Even without the state’s help, Tri-Rail officials have found a way to finally bring the commuter trains directly to downtown Miami.
Thanks to some last-minute legal maneuvering — and Tri-Rail’s decision on Friday to borrow money to close a $20 million funding gap — plans for a downtown Miami station are now once again chugging along.
“The project’s too important for the region, certainly to Miami-Dade, certainly to the city of Miami,” said Jack Stephens, executive director of the South Florida Regional Transportation Authority (SFRTA), which runs Tri-Rail. “So it had to happen, but we had to figure out a way to make it happen.”
By the end of 2018, Tri-Rail’s downtown Miami station should be operating — ferrying commuters from north Miami-Dade, Broward, and Palm Beach counties. Tri-Rail passengers who want to get to downtown currently have to transfer to Miami-Dade’s Metrorail line in Hialeah, an inconvenience that makes it harder to convince commuters to abandon their cars.
Tri-Rail’s new downtown location will be part of the MiamiCentral station currently being constructed by All Aboard, a planned express train service that will connect Miami to Orlando. The ability of Tri-Rail to piggyback on a station already being built was a rare and valuable opportunity, given the high cost of buying downtown real estate.
Local governments such as Miami-Dade County and the city of Miami were big believers in the new Tri-Rail station, and joined with other entities such as the Downtown Development Authority to contribute about $45 million to make the station happen.
But Florida’s Legislature nearly wrecked Tri-Rail’s downtown Miami plans when lawmakers this session failed to pass an amendment that would have clarified the legal liability if a crash ever occurred on the Florida East Coast railway tracks that will be used by Tri-Rail and All Aboard.
Because the tracks will serve both public and private passenger cars, both Tri-Rail and All Aboard wanted lawmakers to pass a law making it clear they would not be held responsible for a crash in which they had no involvement. When lawmakers failed to act, that also created a funding problem, because the Florida Department of Transportation wouldn’t kick in its planned Tri-Rail contribution of roughly $20 million unless the law had been changed.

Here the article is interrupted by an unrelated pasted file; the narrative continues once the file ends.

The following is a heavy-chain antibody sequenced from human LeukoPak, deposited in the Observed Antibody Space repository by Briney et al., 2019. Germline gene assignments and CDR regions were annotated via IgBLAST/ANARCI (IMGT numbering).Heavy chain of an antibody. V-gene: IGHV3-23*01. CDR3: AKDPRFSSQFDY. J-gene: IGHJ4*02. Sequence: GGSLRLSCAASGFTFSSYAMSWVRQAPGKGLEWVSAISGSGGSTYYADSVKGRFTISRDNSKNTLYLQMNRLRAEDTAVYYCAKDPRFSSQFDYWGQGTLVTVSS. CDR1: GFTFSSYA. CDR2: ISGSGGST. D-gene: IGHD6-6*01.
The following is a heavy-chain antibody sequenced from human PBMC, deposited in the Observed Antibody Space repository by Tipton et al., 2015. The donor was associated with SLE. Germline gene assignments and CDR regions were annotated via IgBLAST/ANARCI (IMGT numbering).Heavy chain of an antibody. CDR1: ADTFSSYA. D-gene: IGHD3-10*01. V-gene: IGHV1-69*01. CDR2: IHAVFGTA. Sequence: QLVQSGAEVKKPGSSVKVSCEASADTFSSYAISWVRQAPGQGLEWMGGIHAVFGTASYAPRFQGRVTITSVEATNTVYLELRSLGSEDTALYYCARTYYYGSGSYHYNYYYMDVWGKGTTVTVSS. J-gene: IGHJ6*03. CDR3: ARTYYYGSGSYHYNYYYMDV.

In effect, a minor legal technicality was threatening to sabotage a hugely important piece of South Florida’s future transportation plans. But Tri-Rail was able to solve the problem in the following way:
▪ Tri-Rail will set up its own self-insurance fund, which will solve the crash liability issue. It’s not a perfect solution, as Tri-Rail will have to set aside a dedicated reserve of $5 million, and pay annual premiums expected to be around $1 million. The SFRTA will continue pushing for a state law change in future years in hopes of eventually eliminating that expense.
▪ Tri-Rail will borrow roughly $20 million to replace the missing FDOT contribution. Tri-Rail currently receives millions in funding from local governments, and a portion of that money will go toward repaying the $20 million loan.
In a Friday vote, Tri-Rail’s 10-member board — a mixture of local elected officials and members appointed by the governor — unanimously signed off on the new plan to get the downtown Miami station built.
Board member Andrew Frey, a Gov. Rick Scott appointee, called it “very confusing” that the state isn’t going to be involved.
“I think there’s stronger words than confusing, but I won’t use ‘em,” Frey said. “I want this done, and that’s it.”
After the downtown station is up and running, Tri-Rail has long-term plans to continue adding stations going north along the FEC corridor near U.S. 1 — traveling through the Design District, Aventura, downtown Hollywood, and ultimately all the way up to Jupiter in Palm Beach County.